AUTHOR: Tatiana Nikulina, Expert in Sports Volunteering Operational Management at NR SVS
In the vast landscape of global sports events, a silent yet powerful force is often the volunteers. Especially in countries with an underdeveloped volunteer culture, their role becomes ever more crucial. Their dedication and commitment often determine the success of the event. However, the significance of proper training and support for these volunteers cannot be overstated.
This article is the 4th part of the review of the experience of managing a volunteer program for a major sporting event in a country with a low volunteer culture, detailed in the authors’ MEMOS thesis. The thesis includes critical observations and findings from the volunteer programs for the Kazan 2013 World Summer Universiade (Russia) and Tbilisi 2015 European Youth Olympic Festival (Georgia).
In countries where volunteerism is not a deeply embedded practice, individuals might be engaging in such roles for the first time. Herein lies the challenge: without the proper training, the efficiency and quality of the services during the event might waver. These volunteers might lack the knowledge to manage unexpected challenges, inadvertently putting safety and security at risk. Furthermore, their enthusiasm can quickly wane without continuous support, potentially impacting their overall performance and the event’s success.
To ensure that volunteers are up to the task, they must be equipped with specific skills and knowledge. This includes profoundly understanding the event’s history, participating countries, management systems, and more. Beyond this, they should also possess soft skills such as proactivity, effective communication, teamwork, and organizational capabilities. Additionally, depending on their role, they may require specialized training, from logistics to hospitality.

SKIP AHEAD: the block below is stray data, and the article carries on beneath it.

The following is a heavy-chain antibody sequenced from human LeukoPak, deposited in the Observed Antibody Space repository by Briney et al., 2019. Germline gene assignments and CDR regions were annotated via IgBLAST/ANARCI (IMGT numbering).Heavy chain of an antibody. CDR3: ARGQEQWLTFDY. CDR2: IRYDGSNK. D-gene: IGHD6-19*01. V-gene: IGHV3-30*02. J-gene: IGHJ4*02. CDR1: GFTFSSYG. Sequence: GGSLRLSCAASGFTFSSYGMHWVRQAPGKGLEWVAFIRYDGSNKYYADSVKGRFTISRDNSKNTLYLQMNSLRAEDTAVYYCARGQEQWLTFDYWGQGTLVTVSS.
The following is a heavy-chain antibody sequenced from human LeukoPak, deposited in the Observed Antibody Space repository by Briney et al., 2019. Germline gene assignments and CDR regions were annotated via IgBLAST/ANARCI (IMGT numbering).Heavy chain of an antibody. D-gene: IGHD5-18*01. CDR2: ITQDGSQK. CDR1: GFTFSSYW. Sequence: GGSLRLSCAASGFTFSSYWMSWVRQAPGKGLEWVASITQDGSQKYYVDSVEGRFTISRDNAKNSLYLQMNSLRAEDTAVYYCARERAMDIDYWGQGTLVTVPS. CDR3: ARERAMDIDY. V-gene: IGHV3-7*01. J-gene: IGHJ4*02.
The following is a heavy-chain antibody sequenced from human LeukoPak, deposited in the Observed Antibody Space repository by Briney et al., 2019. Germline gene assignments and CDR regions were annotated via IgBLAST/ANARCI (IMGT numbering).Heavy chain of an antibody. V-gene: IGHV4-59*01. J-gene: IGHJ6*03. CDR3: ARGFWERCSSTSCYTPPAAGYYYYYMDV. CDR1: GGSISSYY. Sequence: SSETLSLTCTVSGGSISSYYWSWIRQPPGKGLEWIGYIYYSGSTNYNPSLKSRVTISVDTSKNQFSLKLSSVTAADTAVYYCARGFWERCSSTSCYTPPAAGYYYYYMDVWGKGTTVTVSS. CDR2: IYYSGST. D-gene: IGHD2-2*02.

The Kazan 2013 event provides a sterling example of practical volunteer training. They launched an “E-learning” platform that offered detailed information about the Universiade’s sports, history, and more. This was complemented by a comprehensive, module-based training program covering everything from basic orientation to venue-specific responsibilities. Importantly, their collaboration with universities enabled them to leverage facilities and expertise, ensuring thorough and practical training.
But training alone isn’t sufficient. Continual support is pivotal. During the event, volunteers need to feel that they are part of a larger mission, that their contributions are valued, and that they have the necessary resources. In Kazan, this was manifested through a series of test events, allowing volunteers to gain on-ground experience. They were also provided handbooks, ensuring they could revisit and revise the training content whenever required.
On the other hand, the Tbilisi 2015 event, while following a similar training strategy, made some noteworthy modifications. The event organizers, recognizing the significance of time and resources, prioritized venue and team-based orientation, ensuring that the exercise served educational and team-building purposes. Functional managers were also given specialized training, offering insights into understanding volunteer demographics and motivations.
However, it’s essential to acknowledge that the road to practical volunteer training isn’t without its bumps. Kazan and Tbilisi faced challenges, from budget constraints affecting training materials to logistical issues with training venues. Coordination between different departments was another hurdle, especially when those departments were unprepared or passive.
In conclusion, the experiences of Kazan 2013 and Tbilisi 2015 underscore the importance of proper volunteer training and support. With proper planning and an understanding of best practices, organizers can navigate these challenges, ensuring a successful event and a fulfilling experience for the volunteers. After all, every effort counts in the grand picture of a major sporting event.